• 8, March 2024

  • Time to read: 4 mins

Celebrating Female HGV Drivers On International Women’s Day

Sharna Ridge

Content & Outreach Specialist

This International Women’s Day, we want to highlight women working in motor trade.

Here we speak with 34-year-old recovery truck driver Vicky Holland from Birmingham about her career.

What was it like training to drive HGVs?

Vicky: In 2022, I trained for a full class one licence at the Phil Brown Transport Training in Droitwich. It involved quite a lot of studying about heavy goods vehicles. It’s a big responsibility, but if you work hard, you can do it. 

My HGV training prepared me for working as a recovery truck driver, as there isn’t a course to learn specifically about that type of work – other than IVR training, which is about basic safety. Ultimately, we must understand how to transport vehicles safely, even when the situation is quite hazardous. We’re also trained on how to act safely on the road during recovery trips and navigate different environments.

You have to adapt to working with a bigger vehicle.  Before training, I only drove a 3.5-tonne vehicle as I had a standard licence. Now, I have a full class one, and I regularly operate 7.5 and 12-tonne trucks. It’s a dangerous job, and these vehicles are a significant size.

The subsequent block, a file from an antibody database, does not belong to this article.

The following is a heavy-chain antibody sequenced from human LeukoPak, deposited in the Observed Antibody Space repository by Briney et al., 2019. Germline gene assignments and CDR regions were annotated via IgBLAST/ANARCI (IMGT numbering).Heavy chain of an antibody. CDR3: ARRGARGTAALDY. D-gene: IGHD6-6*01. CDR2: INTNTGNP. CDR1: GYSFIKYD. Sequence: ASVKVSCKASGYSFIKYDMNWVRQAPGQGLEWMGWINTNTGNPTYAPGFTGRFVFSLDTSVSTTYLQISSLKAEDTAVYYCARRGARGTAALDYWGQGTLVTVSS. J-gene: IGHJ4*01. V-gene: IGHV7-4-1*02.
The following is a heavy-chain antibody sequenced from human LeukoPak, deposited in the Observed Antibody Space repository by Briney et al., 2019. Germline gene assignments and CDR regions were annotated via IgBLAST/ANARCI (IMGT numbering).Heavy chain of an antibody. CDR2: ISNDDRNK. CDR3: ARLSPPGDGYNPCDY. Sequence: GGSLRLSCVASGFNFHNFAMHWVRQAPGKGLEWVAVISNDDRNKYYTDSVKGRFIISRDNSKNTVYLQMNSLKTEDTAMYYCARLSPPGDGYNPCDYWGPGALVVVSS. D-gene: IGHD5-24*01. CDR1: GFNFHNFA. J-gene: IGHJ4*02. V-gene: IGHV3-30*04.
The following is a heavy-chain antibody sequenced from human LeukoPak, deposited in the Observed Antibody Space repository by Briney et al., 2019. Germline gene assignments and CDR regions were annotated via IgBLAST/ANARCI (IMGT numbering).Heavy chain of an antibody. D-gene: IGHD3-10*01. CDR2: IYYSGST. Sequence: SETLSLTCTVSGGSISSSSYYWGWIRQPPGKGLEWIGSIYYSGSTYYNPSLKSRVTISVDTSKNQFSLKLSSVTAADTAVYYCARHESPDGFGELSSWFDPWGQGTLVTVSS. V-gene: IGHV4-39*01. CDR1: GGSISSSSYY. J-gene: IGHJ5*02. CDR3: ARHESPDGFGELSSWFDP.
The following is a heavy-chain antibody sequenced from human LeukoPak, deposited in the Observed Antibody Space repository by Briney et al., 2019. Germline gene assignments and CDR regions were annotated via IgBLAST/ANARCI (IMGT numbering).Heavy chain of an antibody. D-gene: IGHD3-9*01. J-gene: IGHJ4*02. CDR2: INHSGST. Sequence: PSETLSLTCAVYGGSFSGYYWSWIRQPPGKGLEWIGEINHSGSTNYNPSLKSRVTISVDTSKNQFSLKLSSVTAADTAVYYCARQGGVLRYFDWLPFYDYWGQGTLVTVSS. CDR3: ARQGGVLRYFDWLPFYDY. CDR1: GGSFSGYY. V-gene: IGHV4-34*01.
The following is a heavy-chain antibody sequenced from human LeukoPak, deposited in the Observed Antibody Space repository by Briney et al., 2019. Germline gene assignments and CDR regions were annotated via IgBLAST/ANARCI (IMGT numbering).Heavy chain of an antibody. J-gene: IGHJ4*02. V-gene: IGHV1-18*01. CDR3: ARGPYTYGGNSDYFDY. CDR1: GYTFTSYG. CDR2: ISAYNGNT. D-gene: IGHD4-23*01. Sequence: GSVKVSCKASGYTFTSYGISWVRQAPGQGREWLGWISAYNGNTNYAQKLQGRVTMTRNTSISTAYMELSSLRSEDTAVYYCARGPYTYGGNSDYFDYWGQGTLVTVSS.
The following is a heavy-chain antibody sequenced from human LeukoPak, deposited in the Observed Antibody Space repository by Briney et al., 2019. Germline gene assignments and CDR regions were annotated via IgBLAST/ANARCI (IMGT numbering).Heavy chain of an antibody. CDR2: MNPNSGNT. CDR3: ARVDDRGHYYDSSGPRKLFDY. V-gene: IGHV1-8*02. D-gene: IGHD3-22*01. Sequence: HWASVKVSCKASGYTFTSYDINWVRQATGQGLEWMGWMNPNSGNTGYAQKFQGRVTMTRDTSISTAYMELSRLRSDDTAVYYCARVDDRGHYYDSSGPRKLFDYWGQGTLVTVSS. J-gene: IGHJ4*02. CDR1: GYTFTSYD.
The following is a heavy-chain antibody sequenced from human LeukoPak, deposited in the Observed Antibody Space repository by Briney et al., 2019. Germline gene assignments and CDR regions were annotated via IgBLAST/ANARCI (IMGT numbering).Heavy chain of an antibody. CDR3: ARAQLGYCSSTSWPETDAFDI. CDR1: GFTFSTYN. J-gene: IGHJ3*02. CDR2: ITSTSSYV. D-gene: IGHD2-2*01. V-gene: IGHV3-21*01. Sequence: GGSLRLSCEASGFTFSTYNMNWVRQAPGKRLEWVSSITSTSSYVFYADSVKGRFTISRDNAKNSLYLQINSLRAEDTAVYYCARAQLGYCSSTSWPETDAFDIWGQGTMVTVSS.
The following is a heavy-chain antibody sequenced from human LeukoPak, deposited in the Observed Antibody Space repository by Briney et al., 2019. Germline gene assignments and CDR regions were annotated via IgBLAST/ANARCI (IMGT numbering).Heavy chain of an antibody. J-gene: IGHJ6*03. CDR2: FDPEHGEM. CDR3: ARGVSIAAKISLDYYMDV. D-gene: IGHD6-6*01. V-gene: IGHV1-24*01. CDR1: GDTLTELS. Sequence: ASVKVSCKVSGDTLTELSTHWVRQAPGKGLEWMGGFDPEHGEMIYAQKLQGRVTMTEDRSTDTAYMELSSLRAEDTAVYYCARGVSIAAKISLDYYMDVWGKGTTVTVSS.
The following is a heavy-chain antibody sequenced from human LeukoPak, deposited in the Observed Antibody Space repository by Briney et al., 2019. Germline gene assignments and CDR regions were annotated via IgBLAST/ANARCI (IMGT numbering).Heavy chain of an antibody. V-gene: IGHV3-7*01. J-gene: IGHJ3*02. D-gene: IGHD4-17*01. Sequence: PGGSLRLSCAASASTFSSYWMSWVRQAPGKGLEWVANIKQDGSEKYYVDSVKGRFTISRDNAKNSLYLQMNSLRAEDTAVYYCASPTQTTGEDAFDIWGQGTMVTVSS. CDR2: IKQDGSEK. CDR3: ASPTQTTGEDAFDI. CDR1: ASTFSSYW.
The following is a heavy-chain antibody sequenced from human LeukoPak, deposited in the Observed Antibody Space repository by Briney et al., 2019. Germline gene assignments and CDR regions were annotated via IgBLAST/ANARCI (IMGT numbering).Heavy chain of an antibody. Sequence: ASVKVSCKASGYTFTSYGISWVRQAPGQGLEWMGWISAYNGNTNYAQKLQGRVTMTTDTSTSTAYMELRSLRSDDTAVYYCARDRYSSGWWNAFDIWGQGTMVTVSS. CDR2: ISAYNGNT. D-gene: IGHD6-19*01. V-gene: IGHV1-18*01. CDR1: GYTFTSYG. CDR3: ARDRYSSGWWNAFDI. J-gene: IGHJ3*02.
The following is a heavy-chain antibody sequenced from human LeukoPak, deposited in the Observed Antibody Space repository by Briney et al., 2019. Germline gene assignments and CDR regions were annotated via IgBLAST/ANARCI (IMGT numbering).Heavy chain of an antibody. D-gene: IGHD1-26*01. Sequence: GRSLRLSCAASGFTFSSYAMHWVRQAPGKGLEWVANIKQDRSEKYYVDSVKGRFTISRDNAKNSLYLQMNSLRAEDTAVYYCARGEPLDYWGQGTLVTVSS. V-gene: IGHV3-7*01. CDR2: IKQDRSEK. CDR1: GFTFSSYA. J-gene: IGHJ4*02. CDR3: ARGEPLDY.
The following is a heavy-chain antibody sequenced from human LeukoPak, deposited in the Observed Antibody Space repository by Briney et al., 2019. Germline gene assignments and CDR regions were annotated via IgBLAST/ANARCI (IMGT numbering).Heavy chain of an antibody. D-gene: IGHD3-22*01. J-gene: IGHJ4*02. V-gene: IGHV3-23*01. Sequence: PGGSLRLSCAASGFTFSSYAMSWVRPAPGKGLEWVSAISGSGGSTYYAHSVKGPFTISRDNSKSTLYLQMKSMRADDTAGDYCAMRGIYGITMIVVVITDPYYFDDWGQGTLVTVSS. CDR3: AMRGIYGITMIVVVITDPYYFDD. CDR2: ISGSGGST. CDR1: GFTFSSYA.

Did you face any challenges while qualifying for your class one licence?

Vicky: I suffer from really bad anxiety, and my course had to be completed in just four days. At the time, my partner had just left me and it was a bad relationship. I was heartbroken, but my training kept me level-headed. I guess you can say I was in a fight or flight mode. It was quite difficult, but I put on the big girl pants and ran with it. I smashed it, though, and passed the course. My trainer offered me a job right before I completed my test, as he could see my potential.

What do you mainly transport?